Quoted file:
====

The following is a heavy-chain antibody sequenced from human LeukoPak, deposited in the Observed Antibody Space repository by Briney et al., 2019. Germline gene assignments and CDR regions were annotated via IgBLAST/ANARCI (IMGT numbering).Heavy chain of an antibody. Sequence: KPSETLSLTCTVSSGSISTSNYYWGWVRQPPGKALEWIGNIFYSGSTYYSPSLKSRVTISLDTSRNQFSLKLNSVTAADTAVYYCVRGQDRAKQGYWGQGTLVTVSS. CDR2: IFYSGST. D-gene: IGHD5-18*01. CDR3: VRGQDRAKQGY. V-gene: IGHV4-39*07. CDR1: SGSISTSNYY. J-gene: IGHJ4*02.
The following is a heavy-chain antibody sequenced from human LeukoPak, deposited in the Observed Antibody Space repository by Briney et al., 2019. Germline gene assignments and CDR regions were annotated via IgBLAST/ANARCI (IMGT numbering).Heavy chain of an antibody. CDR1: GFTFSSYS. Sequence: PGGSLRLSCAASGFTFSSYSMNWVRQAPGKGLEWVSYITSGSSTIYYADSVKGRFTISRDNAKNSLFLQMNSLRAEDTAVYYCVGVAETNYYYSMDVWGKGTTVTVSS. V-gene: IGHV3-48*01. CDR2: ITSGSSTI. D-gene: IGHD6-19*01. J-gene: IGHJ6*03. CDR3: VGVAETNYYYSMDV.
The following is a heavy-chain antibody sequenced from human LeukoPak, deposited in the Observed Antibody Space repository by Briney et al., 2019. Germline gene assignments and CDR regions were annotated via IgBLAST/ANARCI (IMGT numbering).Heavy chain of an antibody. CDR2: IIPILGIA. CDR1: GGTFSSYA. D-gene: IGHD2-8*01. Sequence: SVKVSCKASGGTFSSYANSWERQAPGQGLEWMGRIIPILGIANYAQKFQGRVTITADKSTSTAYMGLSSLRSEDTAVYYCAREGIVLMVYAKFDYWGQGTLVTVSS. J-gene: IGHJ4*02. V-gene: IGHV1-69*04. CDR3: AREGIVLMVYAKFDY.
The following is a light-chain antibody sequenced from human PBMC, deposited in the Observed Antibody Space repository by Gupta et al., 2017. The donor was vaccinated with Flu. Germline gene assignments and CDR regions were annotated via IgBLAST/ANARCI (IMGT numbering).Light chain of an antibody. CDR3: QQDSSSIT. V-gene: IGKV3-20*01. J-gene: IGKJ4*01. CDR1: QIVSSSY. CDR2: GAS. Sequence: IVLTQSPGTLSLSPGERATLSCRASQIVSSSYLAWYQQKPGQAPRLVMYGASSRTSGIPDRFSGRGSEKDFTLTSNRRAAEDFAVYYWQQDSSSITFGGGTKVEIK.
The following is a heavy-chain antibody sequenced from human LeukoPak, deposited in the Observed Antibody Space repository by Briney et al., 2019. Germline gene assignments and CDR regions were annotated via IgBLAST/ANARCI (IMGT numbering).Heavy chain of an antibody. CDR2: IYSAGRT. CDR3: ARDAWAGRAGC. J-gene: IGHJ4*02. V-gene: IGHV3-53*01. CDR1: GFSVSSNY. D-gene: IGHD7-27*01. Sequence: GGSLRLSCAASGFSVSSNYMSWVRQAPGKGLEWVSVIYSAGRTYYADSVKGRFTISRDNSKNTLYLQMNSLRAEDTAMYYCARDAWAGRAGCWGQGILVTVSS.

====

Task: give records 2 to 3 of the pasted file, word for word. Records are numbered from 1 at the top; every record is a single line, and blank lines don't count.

The following is a heavy-chain antibody sequenced from human LeukoPak, deposited in the Observed Antibody Space repository by Briney et al., 2019. Germline gene assignments and CDR regions were annotated via IgBLAST/ANARCI (IMGT numbering).Heavy chain of an antibody. CDR1: GFTFSSYS. Sequence: PGGSLRLSCAASGFTFSSYSMNWVRQAPGKGLEWVSYITSGSSTIYYADSVKGRFTISRDNAKNSLFLQMNSLRAEDTAVYYCVGVAETNYYYSMDVWGKGTTVTVSS. V-gene: IGHV3-48*01. CDR2: ITSGSSTI. D-gene: IGHD6-19*01. J-gene: IGHJ6*03. CDR3: VGVAETNYYYSMDV.
The following is a heavy-chain antibody sequenced from human LeukoPak, deposited in the Observed Antibody Space repository by Briney et al., 2019. Germline gene assignments and CDR regions were annotated via IgBLAST/ANARCI (IMGT numbering).Heavy chain of an antibody. CDR2: IIPILGIA. CDR1: GGTFSSYA. D-gene: IGHD2-8*01. Sequence: SVKVSCKASGGTFSSYANSWERQAPGQGLEWMGRIIPILGIANYAQKFQGRVTITADKSTSTAYMGLSSLRSEDTAVYYCAREGIVLMVYAKFDYWGQGTLVTVSS. J-gene: IGHJ4*02. V-gene: IGHV1-69*04. CDR3: AREGIVLMVYAKFDY.